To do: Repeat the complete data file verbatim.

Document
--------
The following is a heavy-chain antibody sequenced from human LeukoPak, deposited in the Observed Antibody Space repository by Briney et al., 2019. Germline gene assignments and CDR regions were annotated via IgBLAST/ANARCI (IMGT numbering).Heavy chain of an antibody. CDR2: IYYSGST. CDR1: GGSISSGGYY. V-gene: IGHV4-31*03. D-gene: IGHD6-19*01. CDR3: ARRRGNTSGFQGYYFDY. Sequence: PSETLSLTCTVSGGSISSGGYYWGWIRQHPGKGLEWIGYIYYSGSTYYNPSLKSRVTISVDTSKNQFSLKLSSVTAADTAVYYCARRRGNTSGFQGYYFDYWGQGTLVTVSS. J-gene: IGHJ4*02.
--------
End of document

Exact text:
The following is a heavy-chain antibody sequenced from human LeukoPak, deposited in the Observed Antibody Space repository by Briney et al., 2019. Germline gene assignments and CDR regions were annotated via IgBLAST/ANARCI (IMGT numbering).Heavy chain of an antibody. CDR2: IYYSGST. CDR1: GGSISSGGYY. V-gene: IGHV4-31*03. D-gene: IGHD6-19*01. CDR3: ARRRGNTSGFQGYYFDY. Sequence: PSETLSLTCTVSGGSISSGGYYWGWIRQHPGKGLEWIGYIYYSGSTYYNPSLKSRVTISVDTSKNQFSLKLSSVTAADTAVYYCARRRGNTSGFQGYYFDYWGQGTLVTVSS. J-gene: IGHJ4*02.